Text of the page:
In his films, video artist Paul Kuimet breathes life into static objects and sheds light on darkness.
The camera circles around an enigmatic object, slowly and carefully. Its lens feels its way along the countless edges and facets of this three-dimensional polyhedron, some of which are in the shade and some of which in the light. Initially, the lens scans the object at a respectful distance. The film's monochrome images appear to adhere to the Latin adage “Lucem demonstrat umbra” (the shadow shows the light). A single light source that shines into the image from the left-hand side focuses on this strange entity.
In “Exposure” (2016), an eight-minute film by Paul Kuimet, the camera ventures ever closer to the object, investigating its geometry and the metallic elements that protrude mysteriously from it. The camera is not, however, the only variable – the light too appears to be moving, since the shadows on this obviously static object do change. The light exposes new surfaces, but the metallic elements immediately obscure ever greater sections once again.
The commodity appears like a relic from mystical times
The polyhedron or, to be more precise, cuboctahedron, filmed here and consisting of six square faces and eight equilateral triangle faces is an exact replica of the 17th-century multifaceted sundial in Ringenberg. All the latter’s 24 edges are equilateral and symmetrical to one another. Its metallic elements cast shadows, allowing time to be measured on 13 sides of the sundial by means of hour lines, exceptionally precise for this kind of clock. Admittedly, not all of this is revealed by Kuimet’s “Exposure” – in this case the object itself looks, not least because of its scenic lighting, like a relic of more mystical times and its purpose is not necessarily immediately obvious to the viewer, perhaps because it has an almost occult aura about it.
In this case the eponymous “exposure,” the disclosure or revelation, should, to some extent, be understood in the photographic sense of exposure to light – with the dark part of the footage absorbing the light, and it is only this that renders an image visible – the shadow shows the light. Equivalent to the sundial it is the shadow that demonstrates the usefulness of light. But here Kuimet is using the word “exposure” in yet another sense. In his pictures, with their rich contrasts, it is the medium itself that comes to the fore, with the coarse-grained quality of the 16mm film footage wrapping itself around the image like a living veil.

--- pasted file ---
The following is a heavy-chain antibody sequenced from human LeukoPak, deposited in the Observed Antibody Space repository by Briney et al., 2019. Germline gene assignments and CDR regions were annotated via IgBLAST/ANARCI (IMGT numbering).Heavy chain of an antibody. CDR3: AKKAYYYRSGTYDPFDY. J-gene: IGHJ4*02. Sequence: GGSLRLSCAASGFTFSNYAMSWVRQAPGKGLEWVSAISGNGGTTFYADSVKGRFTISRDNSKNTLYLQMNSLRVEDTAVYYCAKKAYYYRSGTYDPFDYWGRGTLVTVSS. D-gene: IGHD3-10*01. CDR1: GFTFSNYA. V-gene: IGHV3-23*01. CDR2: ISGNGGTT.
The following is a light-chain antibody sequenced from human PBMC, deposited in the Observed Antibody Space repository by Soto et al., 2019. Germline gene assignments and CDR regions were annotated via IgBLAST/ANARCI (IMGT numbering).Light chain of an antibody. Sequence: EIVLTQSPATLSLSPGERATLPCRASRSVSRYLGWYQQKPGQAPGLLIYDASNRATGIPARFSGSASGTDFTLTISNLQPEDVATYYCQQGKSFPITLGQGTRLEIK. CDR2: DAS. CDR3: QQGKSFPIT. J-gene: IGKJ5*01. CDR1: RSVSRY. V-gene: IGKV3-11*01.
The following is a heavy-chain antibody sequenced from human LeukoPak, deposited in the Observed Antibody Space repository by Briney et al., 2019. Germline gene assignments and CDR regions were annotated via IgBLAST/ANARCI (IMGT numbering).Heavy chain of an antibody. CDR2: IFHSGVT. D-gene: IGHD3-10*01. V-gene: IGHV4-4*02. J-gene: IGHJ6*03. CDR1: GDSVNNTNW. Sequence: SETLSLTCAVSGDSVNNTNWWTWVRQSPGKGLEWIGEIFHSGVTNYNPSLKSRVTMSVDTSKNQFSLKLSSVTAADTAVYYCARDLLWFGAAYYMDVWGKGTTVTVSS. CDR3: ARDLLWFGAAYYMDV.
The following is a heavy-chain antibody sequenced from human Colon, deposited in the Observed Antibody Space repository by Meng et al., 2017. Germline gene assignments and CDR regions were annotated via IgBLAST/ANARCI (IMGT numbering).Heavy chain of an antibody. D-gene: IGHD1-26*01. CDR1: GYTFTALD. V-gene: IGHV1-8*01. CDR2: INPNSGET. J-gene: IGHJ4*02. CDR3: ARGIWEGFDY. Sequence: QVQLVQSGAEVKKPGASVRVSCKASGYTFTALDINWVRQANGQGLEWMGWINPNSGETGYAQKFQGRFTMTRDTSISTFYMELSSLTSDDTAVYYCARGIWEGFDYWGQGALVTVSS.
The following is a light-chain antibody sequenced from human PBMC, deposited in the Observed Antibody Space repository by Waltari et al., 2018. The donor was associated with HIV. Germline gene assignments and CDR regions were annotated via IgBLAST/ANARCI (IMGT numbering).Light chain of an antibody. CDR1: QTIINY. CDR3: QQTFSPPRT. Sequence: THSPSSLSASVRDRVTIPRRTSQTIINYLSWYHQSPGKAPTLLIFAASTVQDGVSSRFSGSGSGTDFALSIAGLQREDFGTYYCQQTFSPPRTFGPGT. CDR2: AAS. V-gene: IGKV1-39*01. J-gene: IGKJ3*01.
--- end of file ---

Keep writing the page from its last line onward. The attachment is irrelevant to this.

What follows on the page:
The material runs in an endless loop while still lifes come to life
Paul Kuimet (born in 1984) also uses a tracking shot around an abstract object in the film loop “2060” (2014). Here the camera circles a convoluted sculpture by Estonian artist Edgar Viies – a Möbius strip par excellence. This could also describe one of the means of production for the work itself, since the film footage for the projection is fed through the film projector in an endless loop, without a visible beginning or end. In his other works such as “Still Life” (2016), the artist uses cutting techniques to breathe life into still lifes. For the 2013 exhibition “Notes on Space,” Kuimet took more than 100 photographs of monumental artworks all over Estonia and a selection of these was shown in the exhibition itself.
Following a conversation between Kuimet and curator Matthias Ulrich, in the second half of the evening the artist’s favorite film “L’Eclisse” (1962) by Italian director Michelangelo Antonioni will be screened. The film was the concluding part of a trilogy preceded by “L’Avventura” (1960) and “La Notte” (1961). In Germany, where ambiguities and ambivalences were never such popular themes, “L’Eclisse” was clumsily rendered as “Liebe 1962” (Love 1962). The film accompanies a girl by the name of Vittoria (Monica Vitti), who at the beginning of the film ends the relationship with Riccardo (Francisco Rabal), her boyfriend of many years. At the Roman stock exchange where her mother is trying her hand as a speculator she then meets the young broker Piero (Alain Delon), and a liaison ensues.
However, we could say that the architecture of Rome is the real protagonist of the film, captured in shots lasting several minutes with images rich in contrast which appear to convey the emotions that the protagonists are going through, without being able to do anything about them. Here the Roman stock exchange, its hustle and bustle reminiscent of the atmosphere at a racecourse, appears to resemble the Temple of Jerusalem which Christ, angered by the people buying and selling there, “cleanses” in the New Testament; the new Roman district established as of 1938 by fascist dictator Benito Mussolini “Esposizione Universale di Roma,” abbreviated to EUR, in which most of the film was shot, looks cold and deserted, an architectural manifestation of the protagonists’ confused feelings. Appropriately then, “L’Eclisse” closes with a montage lasting several minutes of the locations in which Vittoria’s meeting with Piero took place, alone – they are godforsaken and it does not take long until darkness falls, the eponymous eclipse.